Tuesday, July 18, 2017

“Valerian”– Movie Review


This week, I attended a New York Times Film Club screening of the new science-fiction/adventure “Valerian And The City Of A Thousand Planets”.


In the future, a planet with peace-loving people is destroyed – but can the agents charged with investigating the attack find out who did it and why?


The society that exists on Alpha 400 years from now is a collective of humans and aliens who both live and work together in collaboration in order to improve each other’s life.  This is especially true in the demographically diverse City Of A Thousand Planets, which contains the largest population in all of Alpha.  However, the long-standing peace in the universe is disrupted when a planet is unexpectedly attacked and destroyed; only a small group of its inhabitants survive by escaping in a pod.  Slowly, over a course of many years, they try to rebuild their society – and all the while, plotting revenge.

With the universe’s peace disrupted, The United Human Federation is called into action.  The Federation is an organization of humans responsible for maintaining order and vanquishing possible threats to all of society.  Two of The Federation’s top agents are Valerian (Dane DeHaan) and Laureline (Cara Delevingne), who work as partners on all their missions.  They are assigned the task of investigating who attacked the planet and why.  In the meantime, The Federation Commander (Clive Owen) is kidnapped by the alien survivors of the destroyed planet so Valerian and Laureline are sent to rescue him. 

Upon finding The Commander, Valerian and Laureline are unable to free him without themselves confronting the aliens first.  Instead of being engaged in a fierce battle, the aliens relate their story to the agents; the new information they get from the aliens is alarming and forces the agents to view their situation in a whole new light.  With better insight into the aliens’ background and the motivations for their actions, the agents realize the objective of their mission must be altered.  Are the aliens justified in their capture of The Commander?  Did The Commander have prior knowledge about the attack and destruction of these aliens’ planet?  Can the agents help the aliens to restore their society?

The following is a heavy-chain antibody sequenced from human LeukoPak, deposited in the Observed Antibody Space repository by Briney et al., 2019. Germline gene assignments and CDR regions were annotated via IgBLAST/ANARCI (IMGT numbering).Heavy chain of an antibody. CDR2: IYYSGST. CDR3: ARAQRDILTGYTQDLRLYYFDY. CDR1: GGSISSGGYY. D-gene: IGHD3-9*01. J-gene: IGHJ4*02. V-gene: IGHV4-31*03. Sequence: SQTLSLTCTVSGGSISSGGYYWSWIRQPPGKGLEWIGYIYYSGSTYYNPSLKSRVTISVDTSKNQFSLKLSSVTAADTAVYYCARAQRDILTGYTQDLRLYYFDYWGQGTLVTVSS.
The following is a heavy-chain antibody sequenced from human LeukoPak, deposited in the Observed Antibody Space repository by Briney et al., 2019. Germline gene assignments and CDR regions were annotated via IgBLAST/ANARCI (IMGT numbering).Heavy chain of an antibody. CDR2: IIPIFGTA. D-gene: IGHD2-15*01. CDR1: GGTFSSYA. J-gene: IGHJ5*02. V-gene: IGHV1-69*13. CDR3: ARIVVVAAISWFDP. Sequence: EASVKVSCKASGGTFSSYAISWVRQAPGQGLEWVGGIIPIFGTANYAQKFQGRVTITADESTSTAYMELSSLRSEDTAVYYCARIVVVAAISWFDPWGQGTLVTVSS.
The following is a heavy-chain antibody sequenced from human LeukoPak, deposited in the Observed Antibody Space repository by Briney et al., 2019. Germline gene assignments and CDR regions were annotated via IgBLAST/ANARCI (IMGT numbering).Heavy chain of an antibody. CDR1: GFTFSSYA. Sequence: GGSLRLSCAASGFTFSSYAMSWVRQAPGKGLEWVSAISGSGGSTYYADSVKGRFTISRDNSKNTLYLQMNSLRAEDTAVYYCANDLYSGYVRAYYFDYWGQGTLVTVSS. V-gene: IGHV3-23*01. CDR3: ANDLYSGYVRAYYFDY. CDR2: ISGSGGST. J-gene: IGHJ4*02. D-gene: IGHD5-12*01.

One might forgive a viewer who anticipates fun while watching the opening credits of “Valerian” – it’s quite a visual spectacle with musical accompaniment.  Unfortunately – between the special effects and the relentless action scenes – the movie as a whole winds up feeling like more of an assault on the senses rather than a coherent story featuring protagonists about whom we can invest our emotions or time.  Ultimately, at two and a quarter hours, the film is something of a slog rather than the fast-paced adventure to which it aspires.

By the end of “Valerian”, the viewer is left caring neither about the fate of the survivors of the destroyed planet nor about the future of the possible romance between Valerian and Laureline.  It is, in fact, the aliens who seem considerably more human than the actual humans themselves – and considering it’s the humans who are the protagonists, that’s not something that bodes well for the movie itself.  Also, these members of The United Human Federation of the future appear to sustain the racism and sexism of the present:  very few non-white faces are seen among them and there seem to be no women in positions of authority. 

What little there is of entertainment value in “Valerian” comes from being able to quickly identify the famous faces, many of whom appear only in cameos.  In addition to Clive Owen, they include Rutger Hauer, Ethan Hawke and (as has been widely publicized already) Rihanna as a character called Bubble – a shape-shifting alien who performs a seductive dance for Valerian.  Although their characters do indeed move the story forward, their presence it not enough to elevate this film.  We can hope that there will be no sequel to this motion picture – or if there is, it’ll be at least a half hour shorter. 

Valerian and the City of a Thousand Planets (2017) on IMDb

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